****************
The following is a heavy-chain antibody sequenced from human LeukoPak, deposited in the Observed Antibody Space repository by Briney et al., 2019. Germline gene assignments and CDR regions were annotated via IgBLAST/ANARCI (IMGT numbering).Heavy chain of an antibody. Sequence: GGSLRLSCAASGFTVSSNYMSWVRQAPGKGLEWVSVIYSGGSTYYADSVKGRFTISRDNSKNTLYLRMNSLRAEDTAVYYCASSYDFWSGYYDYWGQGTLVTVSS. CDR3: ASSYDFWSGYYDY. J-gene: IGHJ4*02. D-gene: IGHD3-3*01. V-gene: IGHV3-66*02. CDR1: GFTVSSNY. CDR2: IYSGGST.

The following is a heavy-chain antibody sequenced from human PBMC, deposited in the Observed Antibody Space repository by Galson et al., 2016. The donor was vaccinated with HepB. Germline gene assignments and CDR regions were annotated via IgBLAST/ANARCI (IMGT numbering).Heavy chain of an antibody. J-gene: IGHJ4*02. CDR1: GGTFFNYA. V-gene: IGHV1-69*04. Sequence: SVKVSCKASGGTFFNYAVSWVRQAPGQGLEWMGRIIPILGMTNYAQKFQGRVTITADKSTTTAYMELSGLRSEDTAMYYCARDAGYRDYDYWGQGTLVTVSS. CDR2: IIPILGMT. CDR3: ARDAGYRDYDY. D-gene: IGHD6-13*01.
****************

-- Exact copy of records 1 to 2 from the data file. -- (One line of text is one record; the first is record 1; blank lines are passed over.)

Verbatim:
The following is a heavy-chain antibody sequenced from human LeukoPak, deposited in the Observed Antibody Space repository by Briney et al., 2019. Germline gene assignments and CDR regions were annotated via IgBLAST/ANARCI (IMGT numbering).Heavy chain of an antibody. Sequence: GGSLRLSCAASGFTVSSNYMSWVRQAPGKGLEWVSVIYSGGSTYYADSVKGRFTISRDNSKNTLYLRMNSLRAEDTAVYYCASSYDFWSGYYDYWGQGTLVTVSS. CDR3: ASSYDFWSGYYDY. J-gene: IGHJ4*02. D-gene: IGHD3-3*01. V-gene: IGHV3-66*02. CDR1: GFTVSSNY. CDR2: IYSGGST.

The following is a heavy-chain antibody sequenced from human PBMC, deposited in the Observed Antibody Space repository by Galson et al., 2016. The donor was vaccinated with HepB. Germline gene assignments and CDR regions were annotated via IgBLAST/ANARCI (IMGT numbering).Heavy chain of an antibody. J-gene: IGHJ4*02. CDR1: GGTFFNYA. V-gene: IGHV1-69*04. Sequence: SVKVSCKASGGTFFNYAVSWVRQAPGQGLEWMGRIIPILGMTNYAQKFQGRVTITADKSTTTAYMELSGLRSEDTAMYYCARDAGYRDYDYWGQGTLVTVSS. CDR2: IIPILGMT. CDR3: ARDAGYRDYDY. D-gene: IGHD6-13*01.